Why Rip Currents Form
     

    As waves travel from deep to shallow water, they will break near the shoreline. When waves break strongly in some locations and weakly in others, this can cause circulation cells, which are seen as rip currents: narrow, fast-moving belts of water traveling offshore.

    Why Rip Currents are Dangerous
     

    Rip currents are the leading surf hazard for all beachgoers. They are particularly dangerous for weak or non-swimmers. Rip current speeds are typically 1-2 feet per second. However, speeds as high as 8 feet per second have been measured--this is faster than an Olympic swimmer can sprint! Thus, rip currents can sweep even the strongest swimmer out to sea.

     

     Diagram courtesy of the NWS Southern Region Headquarters

    When Rip Currents Form
     

    Rip currents can be found on many surf beaches every day. Under most tide and sea conditions the speeds are relatively slow. However, under certain wave, tide, and beach profile conditions the speeds can quickly increase to become dangerous to anyone entering the surf. The strength and speed of a rip current will likely increase as wave height and wave period increase. They are most likely to be dangerous during high surf conditions as the wave height and wave period increase.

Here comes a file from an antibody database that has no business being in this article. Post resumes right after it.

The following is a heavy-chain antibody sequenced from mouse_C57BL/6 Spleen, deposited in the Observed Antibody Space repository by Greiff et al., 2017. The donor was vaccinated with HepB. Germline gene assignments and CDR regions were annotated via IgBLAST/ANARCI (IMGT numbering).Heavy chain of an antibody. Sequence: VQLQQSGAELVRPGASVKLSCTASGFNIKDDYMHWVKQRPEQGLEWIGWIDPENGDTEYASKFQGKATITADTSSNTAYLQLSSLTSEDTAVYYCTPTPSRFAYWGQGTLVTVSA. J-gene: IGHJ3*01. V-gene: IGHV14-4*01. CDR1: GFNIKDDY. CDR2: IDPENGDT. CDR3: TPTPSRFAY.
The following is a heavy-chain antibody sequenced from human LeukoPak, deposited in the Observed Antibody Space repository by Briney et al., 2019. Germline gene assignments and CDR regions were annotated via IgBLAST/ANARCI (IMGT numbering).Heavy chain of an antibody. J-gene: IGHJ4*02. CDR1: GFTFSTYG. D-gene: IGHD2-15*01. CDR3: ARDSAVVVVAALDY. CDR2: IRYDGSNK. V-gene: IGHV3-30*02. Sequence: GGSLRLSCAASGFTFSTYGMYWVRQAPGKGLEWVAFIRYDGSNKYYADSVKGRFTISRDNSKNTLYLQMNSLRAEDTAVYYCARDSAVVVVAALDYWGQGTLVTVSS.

Where Rip Currents Form
     

    Rip currents most typically form at low spots or breaks in sandbars, and also near structures such as groins, jetties and piers. Rip currents can be very narrow or extend in widths to hundreds of yards. The seaward pull of rip currents varies: sometimes the rip current ends just beyond the line of breaking waves, but sometimes rip currents continue to push hundreds of yards offshore.

     

    How to Identify Rip Currents
     

    Look for any of these clues:

    • a channel of churning, choppy water
    • an area having a notable difference in water color
    • a line of foam, seaweed, or debris moving steadily seaward
    • a break in the incoming wave pattern